Once in Paris I had no idea how to get into the German headquarters. As I approached the building, I could hear my heart pounding. Looking back, it seems like a mad thing to have done, but I realised it was crucial and even though I was petrified I knew I simply had to go through with it. I have always been very confident, but I also think I somehow did not really care anymore. Of course I wanted to be safe, but I felt I did not really have much more to lose.

My strategy involved flirting with the soldiers outside and in the waiting room. Although I spoke German I did not want to engage in a conversation and draw attention to myself, so I smiled and made eyes at them, as if I was interested. I tried to create the impression that I was having a whale of a time. They returned my gaze and looked at me suggestively, so my plan was clearly working. At the reception desk I simply asked for my contact by name, so I did not have to say too much. Luckily he came to meet me really quickly and we exchanged envelopes. It goes without saying that he was taking a huge risk as well. Then I made my way out again, as fast as I could, all the while smiling at the soldiers. I had expected far more security and questions, but everything went surprisingly smoothly. I guess it never occurred to the Germans that a young Jewish woman of the resistance would have the audacity to simply march into their building, especially not while also pretending to fancy them, but to this day I cannot believe how easily I walked in and out again. I had been so scared that I had been sick to my stomach throughout the mission, but after the war I heard that the boys who had been arrested had survived, so my travails were worth it.



The corridor of death: Ravensbrück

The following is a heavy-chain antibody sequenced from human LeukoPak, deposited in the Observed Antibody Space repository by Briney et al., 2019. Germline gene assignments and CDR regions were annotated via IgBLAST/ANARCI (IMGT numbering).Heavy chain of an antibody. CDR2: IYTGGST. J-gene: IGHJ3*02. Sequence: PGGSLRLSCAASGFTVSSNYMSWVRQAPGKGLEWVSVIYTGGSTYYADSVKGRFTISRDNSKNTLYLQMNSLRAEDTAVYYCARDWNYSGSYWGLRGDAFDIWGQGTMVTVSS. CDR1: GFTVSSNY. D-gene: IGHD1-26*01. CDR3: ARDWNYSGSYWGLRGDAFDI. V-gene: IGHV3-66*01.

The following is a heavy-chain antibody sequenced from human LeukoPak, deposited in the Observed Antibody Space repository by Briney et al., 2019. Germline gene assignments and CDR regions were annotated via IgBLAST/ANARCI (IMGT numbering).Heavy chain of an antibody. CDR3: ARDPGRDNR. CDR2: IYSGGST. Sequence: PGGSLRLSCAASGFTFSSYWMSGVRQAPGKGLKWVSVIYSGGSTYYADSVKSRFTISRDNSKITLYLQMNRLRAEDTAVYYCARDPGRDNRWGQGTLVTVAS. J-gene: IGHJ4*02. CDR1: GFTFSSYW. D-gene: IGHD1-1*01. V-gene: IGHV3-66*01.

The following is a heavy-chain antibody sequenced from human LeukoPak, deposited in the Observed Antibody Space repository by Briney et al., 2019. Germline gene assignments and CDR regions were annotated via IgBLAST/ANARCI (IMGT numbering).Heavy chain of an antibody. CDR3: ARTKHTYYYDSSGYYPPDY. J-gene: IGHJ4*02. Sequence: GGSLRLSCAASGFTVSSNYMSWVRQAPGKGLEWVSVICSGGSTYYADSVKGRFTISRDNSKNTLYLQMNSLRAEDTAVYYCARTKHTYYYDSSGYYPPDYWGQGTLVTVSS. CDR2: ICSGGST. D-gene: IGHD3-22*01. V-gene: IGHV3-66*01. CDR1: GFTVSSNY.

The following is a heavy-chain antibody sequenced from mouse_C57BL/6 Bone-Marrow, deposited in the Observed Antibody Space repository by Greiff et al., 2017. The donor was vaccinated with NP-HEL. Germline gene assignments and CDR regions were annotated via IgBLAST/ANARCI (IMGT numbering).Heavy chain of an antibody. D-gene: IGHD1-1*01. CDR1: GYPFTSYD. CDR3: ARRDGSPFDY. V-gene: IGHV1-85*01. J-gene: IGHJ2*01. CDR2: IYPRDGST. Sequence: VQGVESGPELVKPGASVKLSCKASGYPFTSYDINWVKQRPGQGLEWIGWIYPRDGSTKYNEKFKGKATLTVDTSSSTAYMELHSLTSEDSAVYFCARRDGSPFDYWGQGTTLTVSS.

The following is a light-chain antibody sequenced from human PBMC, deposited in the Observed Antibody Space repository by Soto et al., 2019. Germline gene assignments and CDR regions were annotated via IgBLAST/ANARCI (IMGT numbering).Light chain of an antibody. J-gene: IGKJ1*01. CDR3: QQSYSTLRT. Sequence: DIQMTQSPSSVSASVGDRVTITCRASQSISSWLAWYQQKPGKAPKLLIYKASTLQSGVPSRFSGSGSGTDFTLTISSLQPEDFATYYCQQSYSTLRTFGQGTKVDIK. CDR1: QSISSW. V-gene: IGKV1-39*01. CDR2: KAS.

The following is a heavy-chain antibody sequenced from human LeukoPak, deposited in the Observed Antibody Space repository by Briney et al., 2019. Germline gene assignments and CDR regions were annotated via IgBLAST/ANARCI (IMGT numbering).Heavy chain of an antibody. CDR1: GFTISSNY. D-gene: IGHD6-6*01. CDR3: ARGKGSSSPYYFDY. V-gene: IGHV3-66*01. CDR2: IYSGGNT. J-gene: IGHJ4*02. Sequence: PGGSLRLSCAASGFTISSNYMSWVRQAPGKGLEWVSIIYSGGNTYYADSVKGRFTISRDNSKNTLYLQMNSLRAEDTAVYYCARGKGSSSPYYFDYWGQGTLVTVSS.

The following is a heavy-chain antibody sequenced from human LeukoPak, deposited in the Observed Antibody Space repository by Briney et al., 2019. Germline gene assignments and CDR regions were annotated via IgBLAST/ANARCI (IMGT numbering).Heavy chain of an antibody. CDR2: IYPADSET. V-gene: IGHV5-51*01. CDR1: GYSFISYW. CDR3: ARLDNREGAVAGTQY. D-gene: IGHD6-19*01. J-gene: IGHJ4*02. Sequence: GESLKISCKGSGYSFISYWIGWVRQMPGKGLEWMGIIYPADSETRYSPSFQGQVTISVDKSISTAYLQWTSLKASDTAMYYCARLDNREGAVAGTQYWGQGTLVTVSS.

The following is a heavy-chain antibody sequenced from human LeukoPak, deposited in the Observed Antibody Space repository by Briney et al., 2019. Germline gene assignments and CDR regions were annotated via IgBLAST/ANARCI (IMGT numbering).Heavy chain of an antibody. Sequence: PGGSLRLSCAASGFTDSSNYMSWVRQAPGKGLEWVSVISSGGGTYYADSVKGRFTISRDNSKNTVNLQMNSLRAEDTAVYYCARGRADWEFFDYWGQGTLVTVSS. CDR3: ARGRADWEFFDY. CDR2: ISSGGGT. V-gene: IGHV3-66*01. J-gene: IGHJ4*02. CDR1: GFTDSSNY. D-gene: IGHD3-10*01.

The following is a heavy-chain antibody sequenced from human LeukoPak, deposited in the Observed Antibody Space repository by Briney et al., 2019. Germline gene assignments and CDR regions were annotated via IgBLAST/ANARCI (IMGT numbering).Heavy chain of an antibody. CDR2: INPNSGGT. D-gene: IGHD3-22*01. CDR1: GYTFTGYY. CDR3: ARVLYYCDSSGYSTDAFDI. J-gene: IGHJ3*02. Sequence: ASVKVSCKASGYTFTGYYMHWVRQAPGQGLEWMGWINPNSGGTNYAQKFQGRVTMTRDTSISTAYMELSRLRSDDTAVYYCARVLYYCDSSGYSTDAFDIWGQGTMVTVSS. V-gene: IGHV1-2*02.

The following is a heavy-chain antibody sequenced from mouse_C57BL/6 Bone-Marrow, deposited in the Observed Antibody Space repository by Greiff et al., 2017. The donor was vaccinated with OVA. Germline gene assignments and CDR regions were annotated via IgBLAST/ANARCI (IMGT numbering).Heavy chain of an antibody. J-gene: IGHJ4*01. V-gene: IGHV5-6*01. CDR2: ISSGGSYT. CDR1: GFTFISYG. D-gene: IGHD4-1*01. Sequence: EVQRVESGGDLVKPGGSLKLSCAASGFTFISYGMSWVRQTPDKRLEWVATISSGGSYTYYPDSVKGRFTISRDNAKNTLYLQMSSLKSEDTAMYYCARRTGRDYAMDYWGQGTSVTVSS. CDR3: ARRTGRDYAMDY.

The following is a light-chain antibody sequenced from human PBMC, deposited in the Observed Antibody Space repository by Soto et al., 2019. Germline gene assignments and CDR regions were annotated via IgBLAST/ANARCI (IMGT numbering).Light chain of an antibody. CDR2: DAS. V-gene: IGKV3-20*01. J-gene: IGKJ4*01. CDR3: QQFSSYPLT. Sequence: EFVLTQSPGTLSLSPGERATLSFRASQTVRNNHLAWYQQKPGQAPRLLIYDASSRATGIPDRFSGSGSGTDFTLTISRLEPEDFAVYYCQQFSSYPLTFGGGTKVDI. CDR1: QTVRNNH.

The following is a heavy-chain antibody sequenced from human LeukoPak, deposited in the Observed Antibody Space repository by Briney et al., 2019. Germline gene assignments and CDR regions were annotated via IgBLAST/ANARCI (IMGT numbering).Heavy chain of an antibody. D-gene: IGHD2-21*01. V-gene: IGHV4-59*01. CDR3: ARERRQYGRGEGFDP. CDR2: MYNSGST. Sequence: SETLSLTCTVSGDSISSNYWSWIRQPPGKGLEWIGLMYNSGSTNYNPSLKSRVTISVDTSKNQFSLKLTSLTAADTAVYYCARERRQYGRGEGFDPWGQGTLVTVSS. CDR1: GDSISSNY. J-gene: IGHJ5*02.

We lived in wretched circumstances. Since we could not wash our clothes, the stench was unbearable. It was almost better to be outside at roll call, even though it could last for hours and might be in the freezing cold or in the snow. Because we were all so weak and malnourished, none of us were having our periods. At least that was one less thing to worry about under these unhygienic conditions. It left many women permanently infertile and after the war we were told by doctors that it was highly unlikely we would ever be able to have children. But some women were already pregnant when they arrived in Ravensbrück. One of the Dutch women, Annie Hendricks, was expecting. Her husband had been shot dead in Vught before we left there. She was doing additional hard work, such as lugging large pots of soup, coffee or rubbish after a day’s or night’s labour, in exchange for some extra food—mashed potato and carrots or stodgy soup with kohlrabi and carrots. She had to do the work herself; nobody was allowed to help her. But with the birth of her child approaching, I offered to help her in whatever way I could and she asked me to fetch her the food. It was quite a long walk to the kitchen and once there she had to stand in line for ages before she was served, so she gave me her ticket and I went in her place. I will never forget the aroma of mashed potato and carrots. It was simply mouth-watering for someone who was starving. I must admit I was often tempted to have a taste, but I never did. Annie’s son was born soon after.

All we received for dinner was thin, watery soup. The only time I was given a bit of mash was when I nearly died of dysentery and ended up going to the doctor. You only went to see the doctor if you had run out of other options. The doctor rarely made an appearance anyway, but if he sent you to the Revier, the sick bay, in the main camp you would be scared to death that you might not come back, or that they would use you for medical experiments before gassing you. When we arrived, the camp was extremely overcrowded and it was well-known that sick people were murdered. I became sicker and weaker as I could not hold down any food. I stuck it out as long as I could, but then one Sunday I went to the doctor’s hut. Sunday was the only day you could go because you were not allowed to stay away from work. A new, female medic had replaced the previous male ss doctor, so that gave me a bit of hope. I had to wait in line outside for an hour before I finally got to see her. She was kind enough and gave me a ticket for the kitchen that entitled me to some mash. I was only given it once, but it was enough to temporarily stop the very severe diarrhoea. It never completely cleared up. For many years after the war, I had bowel problems. The doctors said they were bright red, as if they had been inflamed for a long time. Even now, more than seventy years later, my bowels act up when I have a cold or I am extremely tired.